Normandy, France: The Land of Silent History

So, while in Paris,  Taylor and I decided to take a day trip to Normandy to visit the D-Day Beaches. It wasn’t something at the top of my list of things to do while in Europe, but I decided to go anyway. I’m actually very glad that I did, because it was a very moving trip. It’s one thing to learn about WW2, but to see where it took place with your own eyes is something else.

Getting to Normandy was pretty simple. We booked a train from Paris to Bayeux, which took about two hours. We also booked a tour in advance with a Normandy Sightseeing Tours company. Specifically, we booked this tour, which took us to Omaha Beach, the American Cemetery, and Pointe du Hoc.

Area of Omaha Beach that was bombed during WW2

Area of Omaha Beach that was bombed during WW2

Our first stop was Omaha Beach. On the way, our tour guide did a preface of what we would see: bombed land. And he wasn’t wrong. All along the area there were craters (as seen above). I really can’t imagine what it was like to be here on D-Day, because there was some serious destruction. What really shocked me was the fact that the German bunkers were basically untouched  (as seen below).

View of beach from German bunker.

View of beach from German bunker.

During the entire time, I tried to put myself in the shoes of the soldiers, American and German, to try to figure out what experiencing D-Day was truly like. Fortunately, our guide did a very good job at helping with this as he brought along a lot of pictures taken by journalists who insisted on being present during the battle. For instance, he told a story about how within the first few hours of landing at Omaha, American troops were able to find German canons in an apple orchard. Along with this, he shared how the Americans strategize getting onto the beach in the first place while maneuvering the traps set by the Germans, which couldn’t be seen during high tide.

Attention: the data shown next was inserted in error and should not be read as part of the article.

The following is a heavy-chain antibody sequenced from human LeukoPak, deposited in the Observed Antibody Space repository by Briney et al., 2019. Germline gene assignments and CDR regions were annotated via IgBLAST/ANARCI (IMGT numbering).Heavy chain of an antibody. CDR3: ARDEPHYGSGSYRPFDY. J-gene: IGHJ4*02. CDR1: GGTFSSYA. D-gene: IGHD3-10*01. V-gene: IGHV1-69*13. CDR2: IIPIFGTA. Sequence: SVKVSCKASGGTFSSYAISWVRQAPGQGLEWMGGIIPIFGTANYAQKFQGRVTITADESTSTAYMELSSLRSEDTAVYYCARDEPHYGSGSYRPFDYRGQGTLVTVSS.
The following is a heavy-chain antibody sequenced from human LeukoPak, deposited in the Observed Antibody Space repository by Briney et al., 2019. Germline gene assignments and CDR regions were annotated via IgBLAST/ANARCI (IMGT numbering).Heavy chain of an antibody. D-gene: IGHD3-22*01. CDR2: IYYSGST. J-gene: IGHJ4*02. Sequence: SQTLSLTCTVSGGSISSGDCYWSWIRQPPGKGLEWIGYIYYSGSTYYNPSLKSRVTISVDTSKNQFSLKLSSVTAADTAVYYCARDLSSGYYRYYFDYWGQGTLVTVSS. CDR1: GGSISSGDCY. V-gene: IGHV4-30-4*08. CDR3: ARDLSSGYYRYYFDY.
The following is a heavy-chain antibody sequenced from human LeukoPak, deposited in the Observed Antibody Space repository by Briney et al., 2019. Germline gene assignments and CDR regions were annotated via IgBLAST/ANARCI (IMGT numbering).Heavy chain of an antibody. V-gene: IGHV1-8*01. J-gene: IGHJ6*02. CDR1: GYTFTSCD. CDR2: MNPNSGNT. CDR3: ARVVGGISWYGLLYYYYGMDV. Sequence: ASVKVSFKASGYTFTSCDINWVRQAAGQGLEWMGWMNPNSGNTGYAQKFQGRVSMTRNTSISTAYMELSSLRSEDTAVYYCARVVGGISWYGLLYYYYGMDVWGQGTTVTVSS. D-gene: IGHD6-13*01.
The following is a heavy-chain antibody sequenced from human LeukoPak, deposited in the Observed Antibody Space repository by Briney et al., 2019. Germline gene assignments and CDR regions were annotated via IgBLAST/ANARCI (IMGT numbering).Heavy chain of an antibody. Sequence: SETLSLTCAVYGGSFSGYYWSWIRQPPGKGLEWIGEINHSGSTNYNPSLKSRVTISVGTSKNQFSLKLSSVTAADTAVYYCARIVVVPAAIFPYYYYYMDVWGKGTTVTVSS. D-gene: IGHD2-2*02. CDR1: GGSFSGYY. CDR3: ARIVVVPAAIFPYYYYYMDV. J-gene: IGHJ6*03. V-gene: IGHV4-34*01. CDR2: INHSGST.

Headstone

Headstone of soldier found without identification.

Afterwards, we were taken to the Normandy American Cemetery and Memorial, which was moving itself. Of all of the American soldiers who passed, 40% of them were buried on this foreign soil. One thing I found interesting was the fact that if the person was Jewish they were given a Star of David instead of a cross for their grave marker. However, something even more interesting was the inscription on a select few markers which reads “Here rests in honored glory a comrade in arms known but to God.” Unlike other markers, which list the person’s name, home state, date of death, and title in the military, this inscription is given to those who did not have any type of identity attached to their body when found. Heartbreaking, right? What’s even worse is the wall of names of soldiers who were deemed missing in action. In the picture below, this is only half of the wall.

This wall has a list of all soldiers missing in action.

This wall has a list of all soldiers missing in action.

The best part of visiting the cemetery was the visitor’s center. Here, they told the stories of various soldiers. One of the videos that were shown in the visitor’s center can be found here. Before exiting the center, they direct you to a room to read about those who were significant during the battles.

Experiencing this trip was nothing like any other. It was definitely different from going to a museum in Paris or the beach in Barcelona. There’s no herds of tourists with cameras or sign explaining every little detail you see. Sometimes, things like this are forgotten about during travels to Europe because we get distracted with all of the ‘must-see-actvities’. It’s definitely something you have to appreciate.

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